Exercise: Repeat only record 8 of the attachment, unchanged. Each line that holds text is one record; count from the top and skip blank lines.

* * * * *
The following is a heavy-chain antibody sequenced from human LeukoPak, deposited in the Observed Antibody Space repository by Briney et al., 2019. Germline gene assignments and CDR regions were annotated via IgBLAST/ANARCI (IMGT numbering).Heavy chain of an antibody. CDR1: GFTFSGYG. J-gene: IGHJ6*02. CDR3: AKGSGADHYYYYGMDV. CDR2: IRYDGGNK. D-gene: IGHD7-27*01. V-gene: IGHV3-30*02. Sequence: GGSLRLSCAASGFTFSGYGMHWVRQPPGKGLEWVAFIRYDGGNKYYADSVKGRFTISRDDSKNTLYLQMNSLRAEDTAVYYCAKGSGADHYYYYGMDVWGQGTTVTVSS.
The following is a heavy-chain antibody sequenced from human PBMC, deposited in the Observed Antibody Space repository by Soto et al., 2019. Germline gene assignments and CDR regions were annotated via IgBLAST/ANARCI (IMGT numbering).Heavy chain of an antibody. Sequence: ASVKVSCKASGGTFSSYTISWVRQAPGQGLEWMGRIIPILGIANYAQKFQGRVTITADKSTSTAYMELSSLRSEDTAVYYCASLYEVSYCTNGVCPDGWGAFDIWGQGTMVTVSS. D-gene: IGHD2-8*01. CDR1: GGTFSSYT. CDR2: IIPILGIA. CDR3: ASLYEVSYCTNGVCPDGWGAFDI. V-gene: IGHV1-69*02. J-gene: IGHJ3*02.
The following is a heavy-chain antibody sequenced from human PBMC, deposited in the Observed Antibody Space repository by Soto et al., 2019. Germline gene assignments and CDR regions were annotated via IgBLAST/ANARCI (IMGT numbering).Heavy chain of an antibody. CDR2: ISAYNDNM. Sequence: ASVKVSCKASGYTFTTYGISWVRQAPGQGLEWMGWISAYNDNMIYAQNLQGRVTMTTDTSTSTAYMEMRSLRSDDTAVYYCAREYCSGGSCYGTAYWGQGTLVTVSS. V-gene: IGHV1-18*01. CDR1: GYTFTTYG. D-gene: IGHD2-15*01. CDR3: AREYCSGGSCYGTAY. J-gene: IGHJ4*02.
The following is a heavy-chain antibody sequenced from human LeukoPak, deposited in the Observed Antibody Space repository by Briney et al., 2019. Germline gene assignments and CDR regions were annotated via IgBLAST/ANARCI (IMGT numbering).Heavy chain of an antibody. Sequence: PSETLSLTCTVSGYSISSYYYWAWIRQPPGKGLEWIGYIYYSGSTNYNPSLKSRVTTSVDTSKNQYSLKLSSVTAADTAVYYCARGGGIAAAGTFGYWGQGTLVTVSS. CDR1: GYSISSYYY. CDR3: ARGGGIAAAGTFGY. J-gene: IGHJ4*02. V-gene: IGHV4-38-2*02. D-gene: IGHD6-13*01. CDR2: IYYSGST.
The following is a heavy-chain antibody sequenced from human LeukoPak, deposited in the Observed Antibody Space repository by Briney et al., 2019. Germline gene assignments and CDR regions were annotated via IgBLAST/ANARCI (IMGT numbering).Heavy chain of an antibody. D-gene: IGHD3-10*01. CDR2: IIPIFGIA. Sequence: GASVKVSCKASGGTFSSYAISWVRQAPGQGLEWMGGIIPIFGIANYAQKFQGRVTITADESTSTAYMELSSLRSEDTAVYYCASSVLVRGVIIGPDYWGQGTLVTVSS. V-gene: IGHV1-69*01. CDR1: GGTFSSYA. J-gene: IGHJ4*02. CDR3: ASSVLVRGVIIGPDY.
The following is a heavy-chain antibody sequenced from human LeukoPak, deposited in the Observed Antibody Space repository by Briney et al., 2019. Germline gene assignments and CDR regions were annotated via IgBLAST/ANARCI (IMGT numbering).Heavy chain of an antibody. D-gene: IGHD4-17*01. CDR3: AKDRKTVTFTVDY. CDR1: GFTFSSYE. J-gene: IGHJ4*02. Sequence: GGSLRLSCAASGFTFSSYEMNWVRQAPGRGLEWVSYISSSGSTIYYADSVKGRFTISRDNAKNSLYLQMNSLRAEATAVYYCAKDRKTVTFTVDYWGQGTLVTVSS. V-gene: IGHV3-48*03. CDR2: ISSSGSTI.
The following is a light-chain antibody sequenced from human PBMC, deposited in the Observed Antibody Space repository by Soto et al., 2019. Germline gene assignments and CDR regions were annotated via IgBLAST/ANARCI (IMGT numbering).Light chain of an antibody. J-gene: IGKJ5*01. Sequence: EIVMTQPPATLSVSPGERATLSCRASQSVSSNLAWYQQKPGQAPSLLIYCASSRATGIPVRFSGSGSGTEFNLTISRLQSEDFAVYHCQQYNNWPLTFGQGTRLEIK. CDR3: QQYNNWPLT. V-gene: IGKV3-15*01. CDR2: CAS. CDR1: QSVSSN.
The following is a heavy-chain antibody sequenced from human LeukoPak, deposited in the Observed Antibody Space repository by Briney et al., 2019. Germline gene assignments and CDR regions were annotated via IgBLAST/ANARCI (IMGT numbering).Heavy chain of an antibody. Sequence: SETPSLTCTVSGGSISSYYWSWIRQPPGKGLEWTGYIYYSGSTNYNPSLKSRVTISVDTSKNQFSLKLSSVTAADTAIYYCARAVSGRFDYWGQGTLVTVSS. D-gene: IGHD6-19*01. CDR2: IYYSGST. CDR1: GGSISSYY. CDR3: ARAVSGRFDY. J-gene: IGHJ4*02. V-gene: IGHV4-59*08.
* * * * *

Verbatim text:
The following is a heavy-chain antibody sequenced from human LeukoPak, deposited in the Observed Antibody Space repository by Briney et al., 2019. Germline gene assignments and CDR regions were annotated via IgBLAST/ANARCI (IMGT numbering).Heavy chain of an antibody. Sequence: SETPSLTCTVSGGSISSYYWSWIRQPPGKGLEWTGYIYYSGSTNYNPSLKSRVTISVDTSKNQFSLKLSSVTAADTAIYYCARAVSGRFDYWGQGTLVTVSS. D-gene: IGHD6-19*01. CDR2: IYYSGST. CDR1: GGSISSYY. CDR3: ARAVSGRFDY. J-gene: IGHJ4*02. V-gene: IGHV4-59*08.